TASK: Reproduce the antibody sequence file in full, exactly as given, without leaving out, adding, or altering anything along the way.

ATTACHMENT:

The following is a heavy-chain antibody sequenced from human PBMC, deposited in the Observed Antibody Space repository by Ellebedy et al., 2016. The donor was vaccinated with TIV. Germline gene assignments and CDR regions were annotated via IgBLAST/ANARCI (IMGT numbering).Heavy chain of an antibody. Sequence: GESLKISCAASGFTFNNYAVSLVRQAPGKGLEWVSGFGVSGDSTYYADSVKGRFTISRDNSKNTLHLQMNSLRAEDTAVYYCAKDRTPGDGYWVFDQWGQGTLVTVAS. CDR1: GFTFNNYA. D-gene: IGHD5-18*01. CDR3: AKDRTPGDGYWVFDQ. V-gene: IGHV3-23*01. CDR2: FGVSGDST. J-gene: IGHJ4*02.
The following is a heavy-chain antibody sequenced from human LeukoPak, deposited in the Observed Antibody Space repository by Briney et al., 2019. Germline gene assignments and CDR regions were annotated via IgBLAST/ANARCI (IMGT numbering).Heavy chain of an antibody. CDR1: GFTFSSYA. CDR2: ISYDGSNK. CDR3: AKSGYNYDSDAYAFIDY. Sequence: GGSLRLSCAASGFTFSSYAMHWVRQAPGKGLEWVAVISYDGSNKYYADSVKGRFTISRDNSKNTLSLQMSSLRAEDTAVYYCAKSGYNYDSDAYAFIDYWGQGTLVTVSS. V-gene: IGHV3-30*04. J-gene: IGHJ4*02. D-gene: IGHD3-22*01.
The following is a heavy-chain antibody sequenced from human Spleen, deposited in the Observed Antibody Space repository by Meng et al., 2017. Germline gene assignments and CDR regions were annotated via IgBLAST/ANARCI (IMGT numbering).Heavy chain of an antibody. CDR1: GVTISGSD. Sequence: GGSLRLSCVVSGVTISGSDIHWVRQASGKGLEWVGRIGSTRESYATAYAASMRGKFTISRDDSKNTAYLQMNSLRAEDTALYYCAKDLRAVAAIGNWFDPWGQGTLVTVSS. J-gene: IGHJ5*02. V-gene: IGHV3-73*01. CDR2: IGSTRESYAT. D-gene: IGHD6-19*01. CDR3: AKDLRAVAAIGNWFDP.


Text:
The following is a heavy-chain antibody sequenced from human PBMC, deposited in the Observed Antibody Space repository by Ellebedy et al., 2016. The donor was vaccinated with TIV. Germline gene assignments and CDR regions were annotated via IgBLAST/ANARCI (IMGT numbering).Heavy chain of an antibody. Sequence: GESLKISCAASGFTFNNYAVSLVRQAPGKGLEWVSGFGVSGDSTYYADSVKGRFTISRDNSKNTLHLQMNSLRAEDTAVYYCAKDRTPGDGYWVFDQWGQGTLVTVAS. CDR1: GFTFNNYA. D-gene: IGHD5-18*01. CDR3: AKDRTPGDGYWVFDQ. V-gene: IGHV3-23*01. CDR2: FGVSGDST. J-gene: IGHJ4*02.
The following is a heavy-chain antibody sequenced from human LeukoPak, deposited in the Observed Antibody Space repository by Briney et al., 2019. Germline gene assignments and CDR regions were annotated via IgBLAST/ANARCI (IMGT numbering).Heavy chain of an antibody. CDR1: GFTFSSYA. CDR2: ISYDGSNK. CDR3: AKSGYNYDSDAYAFIDY. Sequence: GGSLRLSCAASGFTFSSYAMHWVRQAPGKGLEWVAVISYDGSNKYYADSVKGRFTISRDNSKNTLSLQMSSLRAEDTAVYYCAKSGYNYDSDAYAFIDYWGQGTLVTVSS. V-gene: IGHV3-30*04. J-gene: IGHJ4*02. D-gene: IGHD3-22*01.
The following is a heavy-chain antibody sequenced from human Spleen, deposited in the Observed Antibody Space repository by Meng et al., 2017. Germline gene assignments and CDR regions were annotated via IgBLAST/ANARCI (IMGT numbering).Heavy chain of an antibody. CDR1: GVTISGSD. Sequence: GGSLRLSCVVSGVTISGSDIHWVRQASGKGLEWVGRIGSTRESYATAYAASMRGKFTISRDDSKNTAYLQMNSLRAEDTALYYCAKDLRAVAAIGNWFDPWGQGTLVTVSS. J-gene: IGHJ5*02. V-gene: IGHV3-73*01. CDR2: IGSTRESYAT. D-gene: IGHD6-19*01. CDR3: AKDLRAVAAIGNWFDP.